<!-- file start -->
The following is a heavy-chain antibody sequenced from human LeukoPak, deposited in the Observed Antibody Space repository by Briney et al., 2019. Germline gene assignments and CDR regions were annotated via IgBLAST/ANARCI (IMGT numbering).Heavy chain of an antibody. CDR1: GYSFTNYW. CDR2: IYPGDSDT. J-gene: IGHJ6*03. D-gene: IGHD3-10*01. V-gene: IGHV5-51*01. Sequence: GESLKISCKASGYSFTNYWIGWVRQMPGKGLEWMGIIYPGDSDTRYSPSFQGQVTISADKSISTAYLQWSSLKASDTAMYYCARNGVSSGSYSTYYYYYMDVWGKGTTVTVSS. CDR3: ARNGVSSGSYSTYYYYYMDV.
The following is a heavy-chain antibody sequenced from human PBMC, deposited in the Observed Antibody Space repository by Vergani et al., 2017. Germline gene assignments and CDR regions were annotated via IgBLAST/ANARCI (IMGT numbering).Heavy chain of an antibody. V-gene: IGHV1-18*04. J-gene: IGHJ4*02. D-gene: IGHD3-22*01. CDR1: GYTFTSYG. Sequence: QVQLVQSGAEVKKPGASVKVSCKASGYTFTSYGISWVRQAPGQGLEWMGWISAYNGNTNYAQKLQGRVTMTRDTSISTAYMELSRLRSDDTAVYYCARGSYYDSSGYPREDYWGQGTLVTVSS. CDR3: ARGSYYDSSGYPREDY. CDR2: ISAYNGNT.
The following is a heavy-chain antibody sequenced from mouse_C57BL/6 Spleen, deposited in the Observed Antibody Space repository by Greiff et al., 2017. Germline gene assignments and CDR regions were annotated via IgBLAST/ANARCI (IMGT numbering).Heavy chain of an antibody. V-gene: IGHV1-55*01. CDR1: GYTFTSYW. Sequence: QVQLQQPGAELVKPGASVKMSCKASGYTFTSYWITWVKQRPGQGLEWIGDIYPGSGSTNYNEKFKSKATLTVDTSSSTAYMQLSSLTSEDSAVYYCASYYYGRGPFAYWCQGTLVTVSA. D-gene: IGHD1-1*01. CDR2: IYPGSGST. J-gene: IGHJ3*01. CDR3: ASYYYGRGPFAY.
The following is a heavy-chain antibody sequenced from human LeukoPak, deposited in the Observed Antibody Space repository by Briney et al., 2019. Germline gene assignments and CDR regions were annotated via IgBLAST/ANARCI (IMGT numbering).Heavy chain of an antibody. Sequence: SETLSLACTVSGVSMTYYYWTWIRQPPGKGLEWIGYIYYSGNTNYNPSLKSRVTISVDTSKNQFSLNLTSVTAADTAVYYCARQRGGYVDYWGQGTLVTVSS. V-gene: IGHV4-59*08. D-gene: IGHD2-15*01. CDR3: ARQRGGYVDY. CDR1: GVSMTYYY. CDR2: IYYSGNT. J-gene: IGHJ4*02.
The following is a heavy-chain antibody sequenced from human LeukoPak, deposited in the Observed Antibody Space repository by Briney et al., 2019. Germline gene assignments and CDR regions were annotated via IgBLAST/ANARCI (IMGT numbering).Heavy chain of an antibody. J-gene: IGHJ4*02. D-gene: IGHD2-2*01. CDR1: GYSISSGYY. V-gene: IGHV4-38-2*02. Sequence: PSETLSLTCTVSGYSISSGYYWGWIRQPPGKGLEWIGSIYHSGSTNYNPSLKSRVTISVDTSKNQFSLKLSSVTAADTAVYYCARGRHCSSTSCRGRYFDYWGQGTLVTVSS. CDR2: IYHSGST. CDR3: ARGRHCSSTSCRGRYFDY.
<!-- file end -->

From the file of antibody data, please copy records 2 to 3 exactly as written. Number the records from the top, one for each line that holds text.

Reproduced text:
The following is a heavy-chain antibody sequenced from human PBMC, deposited in the Observed Antibody Space repository by Vergani et al., 2017. Germline gene assignments and CDR regions were annotated via IgBLAST/ANARCI (IMGT numbering).Heavy chain of an antibody. V-gene: IGHV1-18*04. J-gene: IGHJ4*02. D-gene: IGHD3-22*01. CDR1: GYTFTSYG. Sequence: QVQLVQSGAEVKKPGASVKVSCKASGYTFTSYGISWVRQAPGQGLEWMGWISAYNGNTNYAQKLQGRVTMTRDTSISTAYMELSRLRSDDTAVYYCARGSYYDSSGYPREDYWGQGTLVTVSS. CDR3: ARGSYYDSSGYPREDY. CDR2: ISAYNGNT.
The following is a heavy-chain antibody sequenced from mouse_C57BL/6 Spleen, deposited in the Observed Antibody Space repository by Greiff et al., 2017. Germline gene assignments and CDR regions were annotated via IgBLAST/ANARCI (IMGT numbering).Heavy chain of an antibody. V-gene: IGHV1-55*01. CDR1: GYTFTSYW. Sequence: QVQLQQPGAELVKPGASVKMSCKASGYTFTSYWITWVKQRPGQGLEWIGDIYPGSGSTNYNEKFKSKATLTVDTSSSTAYMQLSSLTSEDSAVYYCASYYYGRGPFAYWCQGTLVTVSA. D-gene: IGHD1-1*01. CDR2: IYPGSGST. J-gene: IGHJ3*01. CDR3: ASYYYGRGPFAY.